As a result, the share of Boeing’s deliveries going to China has been falling as most of the rest of the world started accepting the Max once again.
Calhoun has talked to the Biden administration and understands the broader issues at stake in negotiations with China.
“We need the two governments to want to restore some of the trade,” he said. “And I think it’s in both parties’ interests to want to do that.”
“I have confidence that will happen,” he added. “I do know that if it goes on for too long, [Boeing] pays a price.”
Following the Party line
China has not imposed any tariffs or other trade barriers on US passenger jets. But Chinese airlines are following the direction of the government in placing their orders, said Richard Aboulafia, aerospace analyst for the Teal Group.
The trade tensions are one of the reasons that Chinese aviation authorities have been slower than most to return the 737 Max to service, he said.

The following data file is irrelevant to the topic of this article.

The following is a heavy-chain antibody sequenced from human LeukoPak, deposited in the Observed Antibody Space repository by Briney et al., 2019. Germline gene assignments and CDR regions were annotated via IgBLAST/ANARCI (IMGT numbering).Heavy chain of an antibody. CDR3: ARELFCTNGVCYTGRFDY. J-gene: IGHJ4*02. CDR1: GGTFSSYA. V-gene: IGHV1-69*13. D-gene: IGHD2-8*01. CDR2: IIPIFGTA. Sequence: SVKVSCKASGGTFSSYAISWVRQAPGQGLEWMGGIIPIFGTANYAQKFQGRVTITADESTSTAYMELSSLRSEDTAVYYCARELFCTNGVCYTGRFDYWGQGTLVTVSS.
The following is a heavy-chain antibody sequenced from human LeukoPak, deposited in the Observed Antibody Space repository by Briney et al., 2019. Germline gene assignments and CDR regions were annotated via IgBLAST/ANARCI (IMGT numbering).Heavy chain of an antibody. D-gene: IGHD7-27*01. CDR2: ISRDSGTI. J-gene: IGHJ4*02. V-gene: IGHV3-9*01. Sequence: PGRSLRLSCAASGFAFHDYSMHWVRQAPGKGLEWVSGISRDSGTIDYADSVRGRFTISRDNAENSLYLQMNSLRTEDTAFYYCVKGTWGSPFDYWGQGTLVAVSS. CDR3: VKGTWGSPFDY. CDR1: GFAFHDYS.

“The CAAC (Civil Aviation Authority of China) does a good job keeping China’s air space safe, but it has clearly proven it’s not an independent agency,” he said.
Boeing announced Tuesday that it delivered 17 planes in May, including 10 of the 737 Max and five freighters — none to a Chinese airline or leasing company. (Boeing has not announced any orders from a Chinese airline since November 2017.) Deliveries are important because that’s when Boeing gets most of its money from the sale of a plane.
But the company’s orders from China are likely stronger than the 1% figure that shows up in official numbers. There are likely some Boeing orders that go to unidentified purchasers that are destined to end up in China once finalized, said Aboulafia, as well as some aircraft ordered by leasing companies destined for Chinese customers.
Aboulafia said there are hopes of an eventual grand bargain between Chinese and US negotiators that will include Chinese purchases of Boeing jets. But there is relatively little in Boeing’s control on the timing of such a deal.
“This is way over Boeing’s head,” he said.
And there’s another problem for Boeing: China’s overall aircraft purchases were showing signs of slowing down even before the pandemic and recent trade tensions. That may mean the forecasts of the Chinese market accounting for 25% of aircraft purchases over the next 10 year are no longer realistic.